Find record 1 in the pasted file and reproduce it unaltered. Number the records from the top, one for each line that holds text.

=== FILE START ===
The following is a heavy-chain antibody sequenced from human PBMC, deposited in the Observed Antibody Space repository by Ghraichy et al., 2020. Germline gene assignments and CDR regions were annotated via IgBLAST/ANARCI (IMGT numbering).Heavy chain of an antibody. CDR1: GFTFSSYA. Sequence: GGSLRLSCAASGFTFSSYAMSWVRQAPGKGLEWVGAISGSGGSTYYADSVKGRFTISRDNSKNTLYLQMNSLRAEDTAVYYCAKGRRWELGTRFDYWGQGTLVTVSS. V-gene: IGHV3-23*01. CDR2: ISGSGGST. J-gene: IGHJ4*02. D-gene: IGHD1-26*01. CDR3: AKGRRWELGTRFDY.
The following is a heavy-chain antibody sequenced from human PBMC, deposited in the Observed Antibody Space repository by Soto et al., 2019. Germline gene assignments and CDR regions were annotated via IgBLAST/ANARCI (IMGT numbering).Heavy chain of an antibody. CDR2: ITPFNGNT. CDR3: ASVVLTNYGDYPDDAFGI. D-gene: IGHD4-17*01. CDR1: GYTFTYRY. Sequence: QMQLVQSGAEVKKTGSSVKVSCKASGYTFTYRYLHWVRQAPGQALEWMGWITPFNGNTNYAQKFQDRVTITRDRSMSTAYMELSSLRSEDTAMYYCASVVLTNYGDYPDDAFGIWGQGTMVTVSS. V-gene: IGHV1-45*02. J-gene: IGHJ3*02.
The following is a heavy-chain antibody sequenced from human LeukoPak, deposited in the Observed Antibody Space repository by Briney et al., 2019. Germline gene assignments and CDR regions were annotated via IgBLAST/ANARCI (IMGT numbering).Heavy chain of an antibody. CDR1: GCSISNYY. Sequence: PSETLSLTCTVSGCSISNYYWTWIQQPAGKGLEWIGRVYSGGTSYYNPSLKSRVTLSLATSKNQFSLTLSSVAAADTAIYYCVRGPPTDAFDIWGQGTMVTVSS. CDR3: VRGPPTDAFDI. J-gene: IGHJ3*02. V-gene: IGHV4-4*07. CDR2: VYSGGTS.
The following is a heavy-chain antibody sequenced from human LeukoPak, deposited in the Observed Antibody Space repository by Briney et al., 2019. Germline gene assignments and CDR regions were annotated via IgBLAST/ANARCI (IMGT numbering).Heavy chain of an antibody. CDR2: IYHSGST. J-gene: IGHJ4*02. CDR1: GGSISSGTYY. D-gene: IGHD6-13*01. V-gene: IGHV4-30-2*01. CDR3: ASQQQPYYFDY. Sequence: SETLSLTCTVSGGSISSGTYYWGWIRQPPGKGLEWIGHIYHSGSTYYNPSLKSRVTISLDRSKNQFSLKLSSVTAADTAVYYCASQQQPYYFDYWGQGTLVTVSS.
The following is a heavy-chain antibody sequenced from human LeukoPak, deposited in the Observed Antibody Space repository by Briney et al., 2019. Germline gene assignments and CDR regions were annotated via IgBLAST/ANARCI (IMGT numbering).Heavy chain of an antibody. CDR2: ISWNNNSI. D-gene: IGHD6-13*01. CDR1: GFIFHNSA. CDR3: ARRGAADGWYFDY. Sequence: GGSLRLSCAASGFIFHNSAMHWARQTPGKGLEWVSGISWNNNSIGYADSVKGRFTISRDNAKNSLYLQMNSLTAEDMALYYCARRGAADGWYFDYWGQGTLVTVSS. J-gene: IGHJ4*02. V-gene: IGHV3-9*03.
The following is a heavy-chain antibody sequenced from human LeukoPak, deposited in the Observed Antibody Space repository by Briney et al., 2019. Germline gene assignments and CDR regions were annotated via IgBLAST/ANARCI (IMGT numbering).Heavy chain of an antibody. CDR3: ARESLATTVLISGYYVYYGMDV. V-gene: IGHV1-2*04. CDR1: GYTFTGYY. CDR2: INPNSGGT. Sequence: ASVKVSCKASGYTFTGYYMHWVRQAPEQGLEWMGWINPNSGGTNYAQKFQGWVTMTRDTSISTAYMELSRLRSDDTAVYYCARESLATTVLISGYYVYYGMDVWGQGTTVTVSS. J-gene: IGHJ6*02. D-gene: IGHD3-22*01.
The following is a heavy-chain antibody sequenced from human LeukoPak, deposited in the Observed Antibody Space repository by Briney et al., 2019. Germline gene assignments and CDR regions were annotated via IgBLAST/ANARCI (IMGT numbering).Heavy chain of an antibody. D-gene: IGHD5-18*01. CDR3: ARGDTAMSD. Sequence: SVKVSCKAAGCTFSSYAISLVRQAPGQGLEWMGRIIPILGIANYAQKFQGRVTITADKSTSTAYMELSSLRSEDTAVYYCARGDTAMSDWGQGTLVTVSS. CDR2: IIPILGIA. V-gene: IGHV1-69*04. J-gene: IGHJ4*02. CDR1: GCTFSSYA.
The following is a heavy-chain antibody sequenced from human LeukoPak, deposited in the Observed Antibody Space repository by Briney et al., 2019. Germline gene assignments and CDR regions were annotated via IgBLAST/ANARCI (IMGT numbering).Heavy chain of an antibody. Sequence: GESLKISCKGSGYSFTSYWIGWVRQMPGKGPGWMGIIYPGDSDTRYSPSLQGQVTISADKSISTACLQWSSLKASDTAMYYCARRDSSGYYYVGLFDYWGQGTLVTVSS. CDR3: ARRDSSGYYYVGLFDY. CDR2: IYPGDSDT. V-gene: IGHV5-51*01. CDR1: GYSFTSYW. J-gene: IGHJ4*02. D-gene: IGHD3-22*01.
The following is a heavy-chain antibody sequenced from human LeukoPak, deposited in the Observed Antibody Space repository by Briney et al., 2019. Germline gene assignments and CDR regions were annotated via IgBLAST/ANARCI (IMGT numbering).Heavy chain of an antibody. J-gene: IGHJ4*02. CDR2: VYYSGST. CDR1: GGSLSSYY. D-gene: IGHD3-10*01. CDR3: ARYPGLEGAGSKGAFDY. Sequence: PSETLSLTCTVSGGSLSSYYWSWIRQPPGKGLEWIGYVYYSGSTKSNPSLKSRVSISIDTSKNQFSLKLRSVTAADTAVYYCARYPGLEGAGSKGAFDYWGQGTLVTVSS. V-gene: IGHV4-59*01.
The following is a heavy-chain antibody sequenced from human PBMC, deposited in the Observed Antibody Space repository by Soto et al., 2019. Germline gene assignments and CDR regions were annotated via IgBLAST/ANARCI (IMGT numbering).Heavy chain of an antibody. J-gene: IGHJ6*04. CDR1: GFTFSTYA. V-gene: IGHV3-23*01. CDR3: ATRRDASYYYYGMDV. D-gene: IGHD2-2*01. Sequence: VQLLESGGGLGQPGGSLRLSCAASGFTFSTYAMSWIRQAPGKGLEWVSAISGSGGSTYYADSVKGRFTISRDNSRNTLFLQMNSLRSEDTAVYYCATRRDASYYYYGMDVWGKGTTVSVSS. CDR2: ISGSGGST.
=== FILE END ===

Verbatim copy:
The following is a heavy-chain antibody sequenced from human PBMC, deposited in the Observed Antibody Space repository by Ghraichy et al., 2020. Germline gene assignments and CDR regions were annotated via IgBLAST/ANARCI (IMGT numbering).Heavy chain of an antibody. CDR1: GFTFSSYA. Sequence: GGSLRLSCAASGFTFSSYAMSWVRQAPGKGLEWVGAISGSGGSTYYADSVKGRFTISRDNSKNTLYLQMNSLRAEDTAVYYCAKGRRWELGTRFDYWGQGTLVTVSS. V-gene: IGHV3-23*01. CDR2: ISGSGGST. J-gene: IGHJ4*02. D-gene: IGHD1-26*01. CDR3: AKGRRWELGTRFDY.